The worst-kept secret in hockey is now official. The NHL will expand 32 teams as the league’s Board of Governors voted unanimously Tuesday to approve an expansion franchise to Seattle.
“Today is an exciting and historic day for our League as we expand to one of North America’s most innovative, beautiful and fastest-growing cities,” NHL Commissioner Gary Bettman said. “We are delighted to add David Bonderman, Tod Leiweke and the entire NHL Seattle group to the National Hockey League family. And we are thrilled that Seattle, a city with a proud hockey history that includes being the home for the first American team ever to win the Stanley Cup, is finally joining the NHL.”
When the league initially expanded to 31 teams, it was thought a 32nd franchise to Seattle was not far behind. The price tag for the new expansion team is $650 million, up from the $500 million Vegas paid for the Golden Knights.
The new Seattle team will begin play in the 2021-22 season in the Pacific Division. In addition, the league also officially announced that the Arizona Coyotes will move to the Central Division in order to keep the divisions balanced at eight teams per division.
This will mean another league-wide expansion draft is coming during the 2021 offseason. The NHL has already stated the same rules as the Vegas draft will apply.
The Capitals currently have no players with movement clauses in their contracts meaning they will not be forced into protecting any player from that expansion draft. Washington currently has seven players on its NHL roster who will be still under contract during the summer of 2021: Evgeny Kuznetsov, T.J. Oshie, Tom Wilson, Lars Eller, John Carlson, Dmitry Orlov and Michal Kempny. In addition, Travis Boyd, Madison Bowey and Jonas Siegenthaler will all be restricted free agents, meaning the Caps will retain their signing rights assuming those players receive qualifying offers.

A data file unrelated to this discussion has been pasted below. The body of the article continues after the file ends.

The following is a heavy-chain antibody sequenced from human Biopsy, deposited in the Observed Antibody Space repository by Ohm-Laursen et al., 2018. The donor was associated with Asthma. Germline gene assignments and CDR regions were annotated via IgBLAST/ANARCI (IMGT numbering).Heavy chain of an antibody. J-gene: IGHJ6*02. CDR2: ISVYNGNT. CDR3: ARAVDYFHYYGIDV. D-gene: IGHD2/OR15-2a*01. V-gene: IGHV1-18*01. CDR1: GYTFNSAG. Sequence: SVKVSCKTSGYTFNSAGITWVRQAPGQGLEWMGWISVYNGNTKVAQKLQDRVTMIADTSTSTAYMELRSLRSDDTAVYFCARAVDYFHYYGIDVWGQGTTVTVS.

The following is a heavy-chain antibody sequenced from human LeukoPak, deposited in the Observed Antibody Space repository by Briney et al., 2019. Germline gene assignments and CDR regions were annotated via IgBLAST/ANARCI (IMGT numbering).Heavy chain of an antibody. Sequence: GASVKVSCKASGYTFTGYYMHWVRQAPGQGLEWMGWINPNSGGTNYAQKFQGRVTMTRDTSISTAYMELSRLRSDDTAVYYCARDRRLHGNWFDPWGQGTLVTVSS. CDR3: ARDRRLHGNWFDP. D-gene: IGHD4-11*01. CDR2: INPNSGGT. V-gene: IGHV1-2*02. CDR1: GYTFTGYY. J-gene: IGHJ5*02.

There are some big names missing from that list as Alex Ovechkin’s current contract is set to expire at the end of the 2020-21 season and both Nicklas Backstrom and Braden Holtby’s contacts will expire in 2020.
With an expansion draft looming, every signing any team makes from now until 2021 will be viewed through the prism of the expansion draft. Many veterans are likely to seek no-movement clauses while discussing new contracts which will protect them from the expansion draft. Are older veterans worth re-signing if it means having to protect them over younger in the expansion draft?
Seattle may not be coming to the league until 2021, but the impact of their addition is going to be felt right away when it comes to negotiating table.
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